- Copies of their full transcripts and diploma(s)
- Information on all previous employers
- Signed Employment Verification Letters (EVLs) from previous employers confirming employment experience
The employee is also responsible for securing temporary visa extensions if necessary to remain in the US legally while the employer is completing Labor Certification. H-1B visa holders can get a one-year extension, but they must file at least one year before the current visa expires. If your I-140 has already been approved before the temporary visa expires and your priority date is not current, you can get a three-year extension.
Some visas such as L-1 require getting an additional Employment Authorization Document before the temporary visa expires to remain current. Other visas such as TN and E-3 have travel limitations during the green card process. Contact Fragomen to discuss your specific circumstances.
Qualifying for a PERM-sponsored position
If the employer is completing Labor Certification for your current position at your job, then you must meet the minimum education and experience requirements before you began the job even if you haven’t applied for Labor Certification yet. If the Labor Certification is for a prospective position, then you have until your employer files the PERM application to meet the minimum requirements even if you are already employed by that company in another position.
Usually, the work experience you are using to qualify for PERM must be full-time. Part-time experience counts but only for time worked. For example, two years of working 20 hours per week is equivalent to one year of full-time, 40 hours per week experience. Experience with your current employer may count if the role you had is not substantially comparable to the PERM sponsored role. Internship experience may also qualify if it was not part of your degree requirements.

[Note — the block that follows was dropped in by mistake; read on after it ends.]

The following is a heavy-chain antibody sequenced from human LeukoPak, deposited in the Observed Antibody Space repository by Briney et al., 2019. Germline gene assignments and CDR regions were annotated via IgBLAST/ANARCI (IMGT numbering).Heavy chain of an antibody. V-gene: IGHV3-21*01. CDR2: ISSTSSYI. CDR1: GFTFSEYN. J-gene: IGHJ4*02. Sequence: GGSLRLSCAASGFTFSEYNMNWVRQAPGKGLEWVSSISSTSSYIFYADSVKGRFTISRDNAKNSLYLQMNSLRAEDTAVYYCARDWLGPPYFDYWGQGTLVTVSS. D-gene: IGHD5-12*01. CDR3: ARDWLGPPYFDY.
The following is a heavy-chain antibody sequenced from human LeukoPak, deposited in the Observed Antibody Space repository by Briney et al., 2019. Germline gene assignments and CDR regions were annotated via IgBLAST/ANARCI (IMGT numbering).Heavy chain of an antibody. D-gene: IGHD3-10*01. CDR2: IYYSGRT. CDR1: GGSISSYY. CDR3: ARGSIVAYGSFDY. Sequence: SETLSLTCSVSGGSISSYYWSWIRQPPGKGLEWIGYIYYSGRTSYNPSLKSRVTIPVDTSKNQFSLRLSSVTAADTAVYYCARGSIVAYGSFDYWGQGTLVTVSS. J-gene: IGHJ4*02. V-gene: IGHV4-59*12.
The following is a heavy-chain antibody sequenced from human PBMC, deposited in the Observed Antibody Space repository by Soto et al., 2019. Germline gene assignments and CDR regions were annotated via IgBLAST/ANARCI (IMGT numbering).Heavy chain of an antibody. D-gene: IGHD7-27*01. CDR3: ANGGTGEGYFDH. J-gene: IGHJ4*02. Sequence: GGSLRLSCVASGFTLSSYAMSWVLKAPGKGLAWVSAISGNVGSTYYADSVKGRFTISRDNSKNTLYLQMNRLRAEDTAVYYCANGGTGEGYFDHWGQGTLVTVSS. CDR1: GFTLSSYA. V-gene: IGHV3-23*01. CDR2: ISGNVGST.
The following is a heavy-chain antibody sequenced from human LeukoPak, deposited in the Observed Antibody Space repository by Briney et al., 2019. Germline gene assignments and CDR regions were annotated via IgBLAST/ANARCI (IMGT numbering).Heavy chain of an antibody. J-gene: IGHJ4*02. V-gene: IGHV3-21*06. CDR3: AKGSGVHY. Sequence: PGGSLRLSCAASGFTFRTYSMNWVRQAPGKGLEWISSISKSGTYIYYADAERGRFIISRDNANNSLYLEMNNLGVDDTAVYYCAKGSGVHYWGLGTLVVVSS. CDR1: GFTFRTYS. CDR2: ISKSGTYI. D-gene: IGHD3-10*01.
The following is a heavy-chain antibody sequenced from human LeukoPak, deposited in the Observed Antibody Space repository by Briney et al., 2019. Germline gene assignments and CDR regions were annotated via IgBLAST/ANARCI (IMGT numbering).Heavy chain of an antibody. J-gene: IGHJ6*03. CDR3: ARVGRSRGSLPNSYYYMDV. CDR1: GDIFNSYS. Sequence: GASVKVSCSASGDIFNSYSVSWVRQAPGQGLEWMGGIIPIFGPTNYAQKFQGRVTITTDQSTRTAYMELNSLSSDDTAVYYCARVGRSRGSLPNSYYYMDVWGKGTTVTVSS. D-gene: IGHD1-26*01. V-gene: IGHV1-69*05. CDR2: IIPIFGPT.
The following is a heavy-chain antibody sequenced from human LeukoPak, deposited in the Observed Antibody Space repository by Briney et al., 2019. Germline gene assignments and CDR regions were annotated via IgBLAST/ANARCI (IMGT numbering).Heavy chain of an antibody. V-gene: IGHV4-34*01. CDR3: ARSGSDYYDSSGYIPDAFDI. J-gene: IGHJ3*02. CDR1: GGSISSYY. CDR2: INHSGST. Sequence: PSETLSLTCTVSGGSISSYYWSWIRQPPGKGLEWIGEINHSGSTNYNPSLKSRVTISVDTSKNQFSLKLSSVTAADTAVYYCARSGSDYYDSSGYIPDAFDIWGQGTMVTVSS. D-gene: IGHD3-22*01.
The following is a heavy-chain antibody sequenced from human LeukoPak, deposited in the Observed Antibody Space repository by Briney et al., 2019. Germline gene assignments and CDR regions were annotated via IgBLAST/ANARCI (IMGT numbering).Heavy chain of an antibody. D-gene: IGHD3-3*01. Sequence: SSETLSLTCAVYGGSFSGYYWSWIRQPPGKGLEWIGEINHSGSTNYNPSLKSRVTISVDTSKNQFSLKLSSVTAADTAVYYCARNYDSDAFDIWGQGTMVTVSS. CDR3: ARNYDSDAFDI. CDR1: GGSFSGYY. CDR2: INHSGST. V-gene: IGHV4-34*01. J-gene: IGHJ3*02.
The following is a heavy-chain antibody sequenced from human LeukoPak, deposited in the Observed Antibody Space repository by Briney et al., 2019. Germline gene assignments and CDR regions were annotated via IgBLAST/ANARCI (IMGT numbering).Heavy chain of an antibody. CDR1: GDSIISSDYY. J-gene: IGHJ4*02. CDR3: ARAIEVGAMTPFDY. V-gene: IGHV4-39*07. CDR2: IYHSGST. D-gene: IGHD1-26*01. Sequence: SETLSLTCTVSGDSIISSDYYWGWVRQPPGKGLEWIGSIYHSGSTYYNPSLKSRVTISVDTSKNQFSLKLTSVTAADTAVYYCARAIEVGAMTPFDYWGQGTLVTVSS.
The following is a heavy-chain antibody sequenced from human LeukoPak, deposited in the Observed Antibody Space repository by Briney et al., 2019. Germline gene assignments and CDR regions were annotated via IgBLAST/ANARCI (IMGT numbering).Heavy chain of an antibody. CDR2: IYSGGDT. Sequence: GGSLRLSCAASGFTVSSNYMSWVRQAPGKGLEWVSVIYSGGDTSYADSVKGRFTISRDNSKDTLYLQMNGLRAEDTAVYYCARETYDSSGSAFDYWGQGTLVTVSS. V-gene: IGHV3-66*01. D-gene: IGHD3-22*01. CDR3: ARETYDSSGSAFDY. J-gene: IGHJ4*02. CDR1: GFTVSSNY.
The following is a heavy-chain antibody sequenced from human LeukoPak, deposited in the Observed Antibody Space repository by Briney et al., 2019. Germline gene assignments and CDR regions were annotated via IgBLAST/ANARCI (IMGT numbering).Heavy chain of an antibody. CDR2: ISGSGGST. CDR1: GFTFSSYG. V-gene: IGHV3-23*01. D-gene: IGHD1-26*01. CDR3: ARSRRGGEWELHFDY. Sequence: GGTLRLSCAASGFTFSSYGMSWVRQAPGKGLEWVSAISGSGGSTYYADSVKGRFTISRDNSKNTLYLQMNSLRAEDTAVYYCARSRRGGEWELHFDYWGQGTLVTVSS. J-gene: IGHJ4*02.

Impact of job changes on the PERM process
If your I-485 application has been pending for less than 180 days, the employer will need to file a new PERM if:
- The employing entity changes (different FEIN number). Be careful about transfers when working for a large corporation as different subsidiaries, branches, etc. may have different FEINs and therefore be considered a different employer.
- The work site location and/or remote work agreement changes.
- The majority of your job duties change.
If I-485 has been pending for 180 days or more, no new PERM is required as long as the new job is in the same occupational classification.
Impact of layoffs
Company layoffs in the past six months in the same area and similar jobs as your position may affect the PERM process. To qualify for PERM, the company must offer the job to laid-off employees first before offering it to a foreign national.
Immigrant visa categories that require PERM
The two most common employment-based green cards, EB-2 and EB-3, require PERM Labor Certification. The EB category depends on the minimum requirements necessary to qualify for the PERM sponsored position. The minimum requirements are determined by the employer, and the employee cannot be involved in the setting of the minimum requirements/EB category.
EB-2: Advanced-Degree Professionals of Exceptional Ability
An EB-2 visa requires an advanced degree (master’s or higher) or a bachelor’s degree with five years of progressive post-baccalaureate relevant experience. Experience gained before you receive your bachelor’s degree does not count towards this requirement.
The PERM process for higher education teaching positions under EB is different from regular PERM. This Special Handling PERM is faster and has a higher acceptance rate. For this reason, EB-2 is an excellent option for college and university faculty.
If you qualify for both EB-2 and EB-3, EB-2 is usually a better choice, but everyone’s situation is unique.
EB-3: Professionals and Skilled Workers